With system hampered by a chronic lack of funds, applicants face waits of more than a year to book an appointment.
Silencing Kenyan activism and the spread of a new fear - Dana Hourany, NOW Lebanon
Human rights organizations call for the release of prominent Kenyan activist ‘NM,’ who is facing deportation and is currently detained at the Lebanese General Security. Fear of further crackdown on activists looms over the country’s neglected migrant domestic workers community.
Public sector paralysed as Lebanon lurches towards 'failed state' - Maya Gebeily and Timour Azhari, Reuters
"Now I can't do that because it means I couldn't afford to eat. This is definitely a failed state."
Burned alive, allegedly by her husband, Hanaa Khodr succumbed to her injuries - Zeina Antonios, L’Orient Today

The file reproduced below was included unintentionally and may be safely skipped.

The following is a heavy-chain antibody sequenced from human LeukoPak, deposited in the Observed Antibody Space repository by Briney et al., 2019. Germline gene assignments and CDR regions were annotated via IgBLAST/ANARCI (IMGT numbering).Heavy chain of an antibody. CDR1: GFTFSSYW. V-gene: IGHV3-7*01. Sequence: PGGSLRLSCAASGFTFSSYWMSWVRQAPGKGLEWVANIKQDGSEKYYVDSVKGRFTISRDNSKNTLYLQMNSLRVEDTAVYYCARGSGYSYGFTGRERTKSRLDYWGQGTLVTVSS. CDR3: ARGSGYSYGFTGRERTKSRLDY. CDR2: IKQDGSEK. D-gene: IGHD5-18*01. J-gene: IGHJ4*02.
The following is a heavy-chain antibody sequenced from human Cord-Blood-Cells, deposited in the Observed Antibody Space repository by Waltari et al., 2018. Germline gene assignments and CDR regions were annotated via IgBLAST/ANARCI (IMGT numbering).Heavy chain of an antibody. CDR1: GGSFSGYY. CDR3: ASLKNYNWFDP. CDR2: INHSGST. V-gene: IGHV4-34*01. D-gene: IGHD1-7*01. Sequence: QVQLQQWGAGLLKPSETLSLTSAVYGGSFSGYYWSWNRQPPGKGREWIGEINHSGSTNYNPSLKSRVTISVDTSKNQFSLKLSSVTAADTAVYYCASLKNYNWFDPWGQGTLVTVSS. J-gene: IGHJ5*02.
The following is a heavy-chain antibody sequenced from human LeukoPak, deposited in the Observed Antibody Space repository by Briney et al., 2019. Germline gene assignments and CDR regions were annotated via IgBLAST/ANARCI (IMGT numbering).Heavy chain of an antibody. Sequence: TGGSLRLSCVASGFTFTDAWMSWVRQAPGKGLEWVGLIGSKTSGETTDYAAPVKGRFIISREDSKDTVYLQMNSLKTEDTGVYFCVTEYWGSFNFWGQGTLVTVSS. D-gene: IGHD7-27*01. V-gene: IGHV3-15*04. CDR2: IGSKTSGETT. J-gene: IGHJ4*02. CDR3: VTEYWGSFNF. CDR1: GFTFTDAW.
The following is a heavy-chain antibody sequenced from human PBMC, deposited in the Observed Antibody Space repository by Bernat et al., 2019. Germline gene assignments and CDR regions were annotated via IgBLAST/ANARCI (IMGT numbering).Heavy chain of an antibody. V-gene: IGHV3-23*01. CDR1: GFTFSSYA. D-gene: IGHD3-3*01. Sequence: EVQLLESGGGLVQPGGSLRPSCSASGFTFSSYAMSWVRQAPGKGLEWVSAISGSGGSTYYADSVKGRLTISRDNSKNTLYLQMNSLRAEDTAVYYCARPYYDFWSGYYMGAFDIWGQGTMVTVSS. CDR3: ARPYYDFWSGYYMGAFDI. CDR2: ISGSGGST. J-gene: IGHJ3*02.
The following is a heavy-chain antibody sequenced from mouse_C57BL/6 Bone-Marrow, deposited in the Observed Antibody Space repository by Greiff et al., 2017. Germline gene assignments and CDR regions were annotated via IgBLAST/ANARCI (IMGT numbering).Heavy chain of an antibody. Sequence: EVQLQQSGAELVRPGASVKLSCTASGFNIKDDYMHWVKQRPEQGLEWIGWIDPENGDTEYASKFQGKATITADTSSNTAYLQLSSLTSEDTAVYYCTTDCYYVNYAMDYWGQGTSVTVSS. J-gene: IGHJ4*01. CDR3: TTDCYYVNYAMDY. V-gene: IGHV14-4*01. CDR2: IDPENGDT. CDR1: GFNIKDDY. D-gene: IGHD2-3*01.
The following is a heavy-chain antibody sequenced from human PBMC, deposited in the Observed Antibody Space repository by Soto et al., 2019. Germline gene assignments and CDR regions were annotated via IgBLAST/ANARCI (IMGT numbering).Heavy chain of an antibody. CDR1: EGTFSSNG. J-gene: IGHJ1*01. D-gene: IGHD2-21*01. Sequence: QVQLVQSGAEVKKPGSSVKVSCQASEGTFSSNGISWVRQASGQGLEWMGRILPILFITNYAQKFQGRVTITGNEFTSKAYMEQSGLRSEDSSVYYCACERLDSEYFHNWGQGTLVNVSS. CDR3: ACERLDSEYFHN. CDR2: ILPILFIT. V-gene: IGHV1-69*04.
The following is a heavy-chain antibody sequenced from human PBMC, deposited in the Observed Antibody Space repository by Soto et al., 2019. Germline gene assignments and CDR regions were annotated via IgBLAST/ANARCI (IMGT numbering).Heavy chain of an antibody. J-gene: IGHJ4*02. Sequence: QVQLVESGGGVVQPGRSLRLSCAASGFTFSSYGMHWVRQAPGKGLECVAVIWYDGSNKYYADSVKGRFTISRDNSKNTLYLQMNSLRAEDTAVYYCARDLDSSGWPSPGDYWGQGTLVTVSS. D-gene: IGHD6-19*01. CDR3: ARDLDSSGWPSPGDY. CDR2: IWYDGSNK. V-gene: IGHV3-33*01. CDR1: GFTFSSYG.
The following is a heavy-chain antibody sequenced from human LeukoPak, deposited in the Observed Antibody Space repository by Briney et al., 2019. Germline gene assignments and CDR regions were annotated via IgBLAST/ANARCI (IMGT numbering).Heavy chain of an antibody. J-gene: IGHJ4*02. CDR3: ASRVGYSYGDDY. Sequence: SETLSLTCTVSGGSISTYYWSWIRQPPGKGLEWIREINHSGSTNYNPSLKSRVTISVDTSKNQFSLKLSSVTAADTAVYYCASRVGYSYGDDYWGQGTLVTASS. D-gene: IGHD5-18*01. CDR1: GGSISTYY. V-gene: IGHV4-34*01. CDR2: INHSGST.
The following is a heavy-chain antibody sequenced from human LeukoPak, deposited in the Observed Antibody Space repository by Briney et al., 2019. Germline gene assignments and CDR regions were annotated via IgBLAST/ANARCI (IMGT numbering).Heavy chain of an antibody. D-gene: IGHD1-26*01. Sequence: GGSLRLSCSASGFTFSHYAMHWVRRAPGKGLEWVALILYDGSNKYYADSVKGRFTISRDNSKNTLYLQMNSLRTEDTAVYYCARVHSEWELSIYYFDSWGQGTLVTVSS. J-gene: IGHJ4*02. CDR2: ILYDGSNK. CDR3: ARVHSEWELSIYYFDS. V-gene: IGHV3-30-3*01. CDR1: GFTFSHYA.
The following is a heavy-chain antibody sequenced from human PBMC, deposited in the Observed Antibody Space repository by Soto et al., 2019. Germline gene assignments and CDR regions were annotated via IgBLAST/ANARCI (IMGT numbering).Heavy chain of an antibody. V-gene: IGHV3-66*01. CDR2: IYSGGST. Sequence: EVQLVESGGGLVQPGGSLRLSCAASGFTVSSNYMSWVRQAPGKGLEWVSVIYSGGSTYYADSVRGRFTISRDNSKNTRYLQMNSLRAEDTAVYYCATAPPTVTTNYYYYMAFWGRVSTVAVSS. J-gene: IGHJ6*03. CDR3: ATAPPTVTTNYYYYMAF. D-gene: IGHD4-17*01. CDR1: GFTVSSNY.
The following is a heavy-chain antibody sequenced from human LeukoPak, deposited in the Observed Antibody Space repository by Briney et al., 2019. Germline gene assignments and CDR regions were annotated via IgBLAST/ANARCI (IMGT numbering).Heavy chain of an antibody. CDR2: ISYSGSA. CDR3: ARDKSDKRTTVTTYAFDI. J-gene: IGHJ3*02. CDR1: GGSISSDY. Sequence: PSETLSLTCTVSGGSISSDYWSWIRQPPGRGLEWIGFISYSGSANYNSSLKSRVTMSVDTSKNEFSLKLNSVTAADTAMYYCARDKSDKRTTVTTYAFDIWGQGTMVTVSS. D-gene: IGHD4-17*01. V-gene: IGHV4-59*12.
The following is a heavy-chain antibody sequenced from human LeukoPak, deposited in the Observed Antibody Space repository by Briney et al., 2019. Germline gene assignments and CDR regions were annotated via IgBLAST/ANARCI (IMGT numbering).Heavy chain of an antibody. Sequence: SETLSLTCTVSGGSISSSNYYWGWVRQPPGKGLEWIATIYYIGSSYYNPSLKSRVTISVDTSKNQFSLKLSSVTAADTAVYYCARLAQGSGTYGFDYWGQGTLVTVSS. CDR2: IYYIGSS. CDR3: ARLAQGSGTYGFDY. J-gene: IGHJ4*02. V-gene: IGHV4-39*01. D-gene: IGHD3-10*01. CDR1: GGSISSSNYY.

The 21-year-old mother of two died Wednesday. Last Sunday, another woman tried to end her life, allegedly after being beaten by her husband. Women’s rights associations denounced an “unprecedented” level of domestic violence (*Warning: This story contains descriptions of abuse)
🌍 Middle East, North Africa, & Diaspora 🌎
Despite promises, Saudi executions already nearly double from last year - Sarah Dadouch, The Washingtost
As early as 2018, Crown Prince Mohammed said executions would be reduced as part of the modernization of the kingdom.
‘No hope’: Suicides on the rise in northwestern Syria - Ali Haj Suleiman, Al Jazeera
Continuing war and lack of opportunities and hope drive some in opposition-held areas of Syria to take their own lives (*Warning: This story contains descriptions of suicide)
Iraq's Garden of Eden now 'like a desert' - Tony Gamal Gabriel, Agence France-Presse